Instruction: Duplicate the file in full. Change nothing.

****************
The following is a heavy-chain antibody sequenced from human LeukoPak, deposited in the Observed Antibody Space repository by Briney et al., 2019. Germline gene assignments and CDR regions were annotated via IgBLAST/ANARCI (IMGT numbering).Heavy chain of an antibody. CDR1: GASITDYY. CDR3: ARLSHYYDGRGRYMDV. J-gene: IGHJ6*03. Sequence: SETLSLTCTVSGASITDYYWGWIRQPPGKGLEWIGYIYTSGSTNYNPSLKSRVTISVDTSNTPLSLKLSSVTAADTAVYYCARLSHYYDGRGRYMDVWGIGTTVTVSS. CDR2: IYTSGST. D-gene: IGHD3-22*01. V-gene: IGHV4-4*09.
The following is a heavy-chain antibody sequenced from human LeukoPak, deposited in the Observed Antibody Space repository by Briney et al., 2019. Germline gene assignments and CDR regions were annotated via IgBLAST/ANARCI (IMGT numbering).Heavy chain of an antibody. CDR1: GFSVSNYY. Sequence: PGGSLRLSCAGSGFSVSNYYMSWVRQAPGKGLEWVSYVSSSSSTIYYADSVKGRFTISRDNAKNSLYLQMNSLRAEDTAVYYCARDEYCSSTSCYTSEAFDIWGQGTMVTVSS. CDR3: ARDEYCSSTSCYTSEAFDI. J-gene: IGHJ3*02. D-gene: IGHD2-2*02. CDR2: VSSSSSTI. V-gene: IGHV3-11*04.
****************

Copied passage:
The following is a heavy-chain antibody sequenced from human LeukoPak, deposited in the Observed Antibody Space repository by Briney et al., 2019. Germline gene assignments and CDR regions were annotated via IgBLAST/ANARCI (IMGT numbering).Heavy chain of an antibody. CDR1: GASITDYY. CDR3: ARLSHYYDGRGRYMDV. J-gene: IGHJ6*03. Sequence: SETLSLTCTVSGASITDYYWGWIRQPPGKGLEWIGYIYTSGSTNYNPSLKSRVTISVDTSNTPLSLKLSSVTAADTAVYYCARLSHYYDGRGRYMDVWGIGTTVTVSS. CDR2: IYTSGST. D-gene: IGHD3-22*01. V-gene: IGHV4-4*09.
The following is a heavy-chain antibody sequenced from human LeukoPak, deposited in the Observed Antibody Space repository by Briney et al., 2019. Germline gene assignments and CDR regions were annotated via IgBLAST/ANARCI (IMGT numbering).Heavy chain of an antibody. CDR1: GFSVSNYY. Sequence: PGGSLRLSCAGSGFSVSNYYMSWVRQAPGKGLEWVSYVSSSSSTIYYADSVKGRFTISRDNAKNSLYLQMNSLRAEDTAVYYCARDEYCSSTSCYTSEAFDIWGQGTMVTVSS. CDR3: ARDEYCSSTSCYTSEAFDI. J-gene: IGHJ3*02. D-gene: IGHD2-2*02. CDR2: VSSSSSTI. V-gene: IGHV3-11*04.